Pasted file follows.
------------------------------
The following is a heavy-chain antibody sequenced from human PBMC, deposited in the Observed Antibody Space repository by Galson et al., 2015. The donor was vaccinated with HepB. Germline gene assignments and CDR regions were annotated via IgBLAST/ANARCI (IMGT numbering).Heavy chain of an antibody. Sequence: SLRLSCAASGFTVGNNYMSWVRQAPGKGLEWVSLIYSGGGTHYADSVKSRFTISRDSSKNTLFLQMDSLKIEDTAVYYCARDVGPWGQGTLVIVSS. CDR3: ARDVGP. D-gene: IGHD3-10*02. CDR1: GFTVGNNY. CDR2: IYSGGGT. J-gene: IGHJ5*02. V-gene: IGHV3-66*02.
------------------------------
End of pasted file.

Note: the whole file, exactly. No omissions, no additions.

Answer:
The following is a heavy-chain antibody sequenced from human PBMC, deposited in the Observed Antibody Space repository by Galson et al., 2015. The donor was vaccinated with HepB. Germline gene assignments and CDR regions were annotated via IgBLAST/ANARCI (IMGT numbering).Heavy chain of an antibody. Sequence: SLRLSCAASGFTVGNNYMSWVRQAPGKGLEWVSLIYSGGGTHYADSVKSRFTISRDSSKNTLFLQMDSLKIEDTAVYYCARDVGPWGQGTLVIVSS. CDR3: ARDVGP. D-gene: IGHD3-10*02. CDR1: GFTVGNNY. CDR2: IYSGGGT. J-gene: IGHJ5*02. V-gene: IGHV3-66*02.